Brilliantly Frugal Tips for Making a House a Home on a Small Budget

I’m so excited to share my Brilliantly Frugal ways to decorate on a small budget! Decorating is often what makes a house a home, but it can be dauntingly expensive and discouraging. You’ll find Pinterest full of large home renovations and million dollar budget redesigns on Pinterest. I’ve personally have had to decorate my homes on a small budget and have gotten very creative over the years. What that meant though is that my house was beautifully decorated and put together in a unique way. I’ve always received compliments on how my home is put together and questions on how I chose my items, where I found them, and how I came up with the ideas.

Brilliantly Frugal Decorating Tip #1: NEVER PAY RETAIL!

This is 100% my motto when shopping and it holds true. I almost never pay retail prices. It makes me physically irritated to do so. I do my best to only buy an item if it is on sale or with a coupon, if that’s an option. If it’s not on sale or I don’t have a coupon, I wait. I practice my patience. And believe me, it is practice! I know it is torture to want an item very badly BUT IT WILL GO ON SALE. STAY PATIENT. 

Although, there are some items that don’t go on sale or have coupons. For those, I try to buy secondhand or get free what I can. You can save SO MUCH MONEY that way.

These are my favorite Brilliantly Frugal ways to decorate and make a space a home on a small budget.

Brilliantly Frugal Decorating Tip #2: Paint

If you have hand me down furniture that you don’t like, paint it (ask for permission first!) You can also paint your walls, cabinets, even small home decor items. You can paint almost anything, even upholstery. Paint is probably the cheapest way to turn something you don’t like into something you love. Also, you can avoid doing an entire tear our renovation this way. For example, you can paint cabinets that seem outdated but are still in very good condition. You’d be surprised how a fresh coat of paint can make it look as if you got all new cabinets, when in fact, you only gave them a color update.

This is one of those items that rarely go on sale or has coupons unless you’re buying from Sherwin-Williams (they often have coupons available, but they are a more expensive paint option). Your family, friends, or neighbors may have some leftover paint from their home projects that you can use! Ask on our local neighborhood Facebook pages or Nextdoor. Even if they don’t have quite enough for your project, you can use what they have and spend a lot less at the hardware store by buying only what you need to finish the project! If you’re looking for a popular color, you’d be surprised how many people have that exact color leftover. They are usually happy to pass it along and get it out of their garage or attic.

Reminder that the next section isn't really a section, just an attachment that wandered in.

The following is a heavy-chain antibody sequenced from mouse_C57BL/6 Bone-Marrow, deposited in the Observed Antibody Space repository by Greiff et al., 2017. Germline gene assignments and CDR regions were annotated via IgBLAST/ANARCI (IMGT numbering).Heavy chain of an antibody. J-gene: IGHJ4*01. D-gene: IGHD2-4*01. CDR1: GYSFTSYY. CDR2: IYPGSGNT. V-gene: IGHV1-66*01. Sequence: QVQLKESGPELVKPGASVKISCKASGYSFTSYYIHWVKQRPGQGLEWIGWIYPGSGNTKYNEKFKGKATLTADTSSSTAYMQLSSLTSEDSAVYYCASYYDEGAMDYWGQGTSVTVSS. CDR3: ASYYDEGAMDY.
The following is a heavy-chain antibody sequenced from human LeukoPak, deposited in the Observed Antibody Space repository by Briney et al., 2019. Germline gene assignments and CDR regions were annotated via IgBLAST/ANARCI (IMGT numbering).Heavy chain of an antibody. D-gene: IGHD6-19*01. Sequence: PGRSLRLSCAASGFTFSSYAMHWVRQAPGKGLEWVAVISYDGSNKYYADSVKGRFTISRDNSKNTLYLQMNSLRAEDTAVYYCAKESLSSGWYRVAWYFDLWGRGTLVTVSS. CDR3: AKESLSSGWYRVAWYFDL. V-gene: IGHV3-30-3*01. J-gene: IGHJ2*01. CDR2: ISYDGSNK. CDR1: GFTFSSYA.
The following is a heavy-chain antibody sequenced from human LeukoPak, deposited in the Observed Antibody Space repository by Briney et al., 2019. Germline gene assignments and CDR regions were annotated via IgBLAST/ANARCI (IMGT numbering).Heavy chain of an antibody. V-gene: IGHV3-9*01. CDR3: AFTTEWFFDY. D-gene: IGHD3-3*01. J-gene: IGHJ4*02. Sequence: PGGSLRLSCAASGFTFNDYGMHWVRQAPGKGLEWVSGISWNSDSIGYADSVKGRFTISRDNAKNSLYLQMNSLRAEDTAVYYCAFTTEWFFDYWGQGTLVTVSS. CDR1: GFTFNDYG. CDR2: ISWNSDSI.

Alternatively, if you’re flexible with your color choices, you can try the paint “oops” section of your favorite hardware store. Most hardware stores have a bin of paints that were incorrectly mixed, were returned, or never picked up. You can buy those instead of having a new batch mixed and save quite a bit of money.

Brilliantly Frugal Decorating Tip #3: Wall Art

If you’re renting and can’t change the wall colors by painting, you can try temporary (removable) wallpaper. You can get it at most hardware stores, and even online from Target. This can be a bit more expensive than paint if you’re doing an entire room. However, if you only cover one wall ( an accent wall), it can make a huge difference in a room and save a bit of money!

Alternatively, you can buy large tapestries as cheap alternatives to expenses canvas. You can find these online on Amazon, Target, Ikea, and other stores relatively cheap. These are often available at thrift stores as well.

Also, be sure to support your artist friends or local artists! Your friends may have relatively inexpensive prints or other art available for sale. This is a great opportunity to support your friends or community and have beautiful unique pieces in your home. If you don’t know any artists yourself, look out for local art shows on Facebook or in the local paper. Many cities, even small towns have annual art shows were local artists can showcase and sell their artwork. These are often hosting on the main streets and have music and food vendors as well. They can be a lot of fun on a weekend with friends to look at great and inspirational pieces.

Brilliantly Frugal Decorating Tip #4: Greenery

Plants are perfect for decorating on a small budget! Bring the outside inside. Houseplants can add a pop of color and life into a small space with little to no money. Are you scared of killing it? No worries! Get a succulent or ivy that is low maintenance. Don’t go to a big box store like Home Depot or Lowes. You’ll have more luck by going to a small local plant store. The owners and employees there will have specialized knowledge in the plants in the store and can help you pick something that fits your home, expertise, lifestyle, and budget. They also sometimes offer consultations online with suggestions of what would work best in the space and can provide delivery.

Brilliantly Frugal Decorating Tip #5: Thrifting